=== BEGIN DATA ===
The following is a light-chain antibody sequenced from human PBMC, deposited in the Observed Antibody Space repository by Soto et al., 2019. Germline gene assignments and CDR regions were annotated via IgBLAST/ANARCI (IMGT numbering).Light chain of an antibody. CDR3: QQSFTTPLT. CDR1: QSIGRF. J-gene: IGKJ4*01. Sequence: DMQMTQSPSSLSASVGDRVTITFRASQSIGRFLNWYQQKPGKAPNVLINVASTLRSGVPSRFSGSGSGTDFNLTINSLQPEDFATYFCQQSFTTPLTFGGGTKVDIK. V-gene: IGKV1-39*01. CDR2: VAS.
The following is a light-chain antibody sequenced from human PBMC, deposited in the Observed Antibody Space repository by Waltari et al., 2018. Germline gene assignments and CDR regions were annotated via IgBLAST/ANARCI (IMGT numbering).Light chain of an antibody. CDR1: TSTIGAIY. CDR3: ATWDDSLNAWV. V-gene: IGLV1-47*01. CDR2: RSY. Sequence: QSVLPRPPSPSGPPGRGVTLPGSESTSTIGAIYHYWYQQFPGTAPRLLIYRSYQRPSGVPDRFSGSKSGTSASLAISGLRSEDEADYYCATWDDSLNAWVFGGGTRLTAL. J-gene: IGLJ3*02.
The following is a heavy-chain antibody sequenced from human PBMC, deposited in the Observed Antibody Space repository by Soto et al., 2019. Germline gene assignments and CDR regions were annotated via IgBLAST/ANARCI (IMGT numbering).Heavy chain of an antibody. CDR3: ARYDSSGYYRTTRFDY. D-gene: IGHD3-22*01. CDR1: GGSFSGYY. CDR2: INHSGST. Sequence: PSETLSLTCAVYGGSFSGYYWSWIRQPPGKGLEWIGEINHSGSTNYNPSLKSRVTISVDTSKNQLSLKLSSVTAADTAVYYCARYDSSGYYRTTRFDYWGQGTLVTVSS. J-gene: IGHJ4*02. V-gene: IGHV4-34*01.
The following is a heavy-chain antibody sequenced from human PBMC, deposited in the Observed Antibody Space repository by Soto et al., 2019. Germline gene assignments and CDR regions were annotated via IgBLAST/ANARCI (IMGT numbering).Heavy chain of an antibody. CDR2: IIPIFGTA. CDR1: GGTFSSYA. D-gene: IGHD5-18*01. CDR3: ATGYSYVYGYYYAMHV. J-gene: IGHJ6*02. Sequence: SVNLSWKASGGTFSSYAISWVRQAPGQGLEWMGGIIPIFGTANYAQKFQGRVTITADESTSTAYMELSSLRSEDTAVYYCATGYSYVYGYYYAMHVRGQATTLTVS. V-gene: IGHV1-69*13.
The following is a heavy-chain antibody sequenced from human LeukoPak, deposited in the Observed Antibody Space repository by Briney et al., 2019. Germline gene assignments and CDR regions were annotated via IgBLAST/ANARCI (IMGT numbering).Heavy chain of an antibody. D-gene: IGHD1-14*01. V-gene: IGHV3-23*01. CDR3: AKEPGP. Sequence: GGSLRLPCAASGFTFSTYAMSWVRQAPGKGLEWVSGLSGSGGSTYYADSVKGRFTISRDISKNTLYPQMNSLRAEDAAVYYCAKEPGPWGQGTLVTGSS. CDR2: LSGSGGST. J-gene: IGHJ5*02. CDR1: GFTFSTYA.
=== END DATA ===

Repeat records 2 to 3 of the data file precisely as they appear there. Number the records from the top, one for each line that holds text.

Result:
The following is a light-chain antibody sequenced from human PBMC, deposited in the Observed Antibody Space repository by Waltari et al., 2018. Germline gene assignments and CDR regions were annotated via IgBLAST/ANARCI (IMGT numbering).Light chain of an antibody. CDR1: TSTIGAIY. CDR3: ATWDDSLNAWV. V-gene: IGLV1-47*01. CDR2: RSY. Sequence: QSVLPRPPSPSGPPGRGVTLPGSESTSTIGAIYHYWYQQFPGTAPRLLIYRSYQRPSGVPDRFSGSKSGTSASLAISGLRSEDEADYYCATWDDSLNAWVFGGGTRLTAL. J-gene: IGLJ3*02.
The following is a heavy-chain antibody sequenced from human PBMC, deposited in the Observed Antibody Space repository by Soto et al., 2019. Germline gene assignments and CDR regions were annotated via IgBLAST/ANARCI (IMGT numbering).Heavy chain of an antibody. CDR3: ARYDSSGYYRTTRFDY. D-gene: IGHD3-22*01. CDR1: GGSFSGYY. CDR2: INHSGST. Sequence: PSETLSLTCAVYGGSFSGYYWSWIRQPPGKGLEWIGEINHSGSTNYNPSLKSRVTISVDTSKNQLSLKLSSVTAADTAVYYCARYDSSGYYRTTRFDYWGQGTLVTVSS. J-gene: IGHJ4*02. V-gene: IGHV4-34*01.